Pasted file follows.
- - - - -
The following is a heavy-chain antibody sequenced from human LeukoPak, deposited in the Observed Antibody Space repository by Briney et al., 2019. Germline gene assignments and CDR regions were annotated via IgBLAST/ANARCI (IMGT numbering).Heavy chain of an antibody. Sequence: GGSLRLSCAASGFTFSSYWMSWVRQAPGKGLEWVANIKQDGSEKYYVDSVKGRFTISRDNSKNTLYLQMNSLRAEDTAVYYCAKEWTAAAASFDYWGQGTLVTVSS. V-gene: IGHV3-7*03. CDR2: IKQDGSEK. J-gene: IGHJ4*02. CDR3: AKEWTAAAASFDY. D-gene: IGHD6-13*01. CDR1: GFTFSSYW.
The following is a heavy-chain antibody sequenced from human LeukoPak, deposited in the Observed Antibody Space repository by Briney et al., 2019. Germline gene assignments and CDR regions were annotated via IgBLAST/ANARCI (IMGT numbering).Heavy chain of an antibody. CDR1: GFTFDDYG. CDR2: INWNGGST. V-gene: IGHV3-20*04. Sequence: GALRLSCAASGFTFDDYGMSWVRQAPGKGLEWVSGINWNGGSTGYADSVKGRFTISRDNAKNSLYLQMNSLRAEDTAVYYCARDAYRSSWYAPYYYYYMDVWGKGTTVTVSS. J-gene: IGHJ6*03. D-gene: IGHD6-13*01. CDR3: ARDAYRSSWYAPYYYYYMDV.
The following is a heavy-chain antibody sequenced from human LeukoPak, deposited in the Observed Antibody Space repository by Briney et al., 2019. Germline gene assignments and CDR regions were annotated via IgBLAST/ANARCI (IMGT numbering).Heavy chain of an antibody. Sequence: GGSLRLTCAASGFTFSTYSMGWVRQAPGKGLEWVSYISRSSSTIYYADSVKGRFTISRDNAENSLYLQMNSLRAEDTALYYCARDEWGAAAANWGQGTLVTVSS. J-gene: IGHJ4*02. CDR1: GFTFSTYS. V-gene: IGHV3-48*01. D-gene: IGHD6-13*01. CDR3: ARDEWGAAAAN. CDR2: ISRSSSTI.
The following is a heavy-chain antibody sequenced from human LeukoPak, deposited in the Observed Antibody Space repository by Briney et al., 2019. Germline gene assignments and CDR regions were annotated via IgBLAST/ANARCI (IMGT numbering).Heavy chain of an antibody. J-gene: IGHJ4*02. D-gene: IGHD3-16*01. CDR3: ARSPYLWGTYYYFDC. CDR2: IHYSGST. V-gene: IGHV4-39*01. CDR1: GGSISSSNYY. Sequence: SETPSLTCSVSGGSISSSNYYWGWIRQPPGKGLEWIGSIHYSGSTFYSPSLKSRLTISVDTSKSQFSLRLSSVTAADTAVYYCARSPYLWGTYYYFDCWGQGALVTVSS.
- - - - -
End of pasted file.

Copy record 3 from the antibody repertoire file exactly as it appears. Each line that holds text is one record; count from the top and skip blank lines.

The following is a heavy-chain antibody sequenced from human LeukoPak, deposited in the Observed Antibody Space repository by Briney et al., 2019. Germline gene assignments and CDR regions were annotated via IgBLAST/ANARCI (IMGT numbering).Heavy chain of an antibody. Sequence: GGSLRLTCAASGFTFSTYSMGWVRQAPGKGLEWVSYISRSSSTIYYADSVKGRFTISRDNAENSLYLQMNSLRAEDTALYYCARDEWGAAAANWGQGTLVTVSS. J-gene: IGHJ4*02. CDR1: GFTFSTYS. V-gene: IGHV3-48*01. D-gene: IGHD6-13*01. CDR3: ARDEWGAAAAN. CDR2: ISRSSSTI.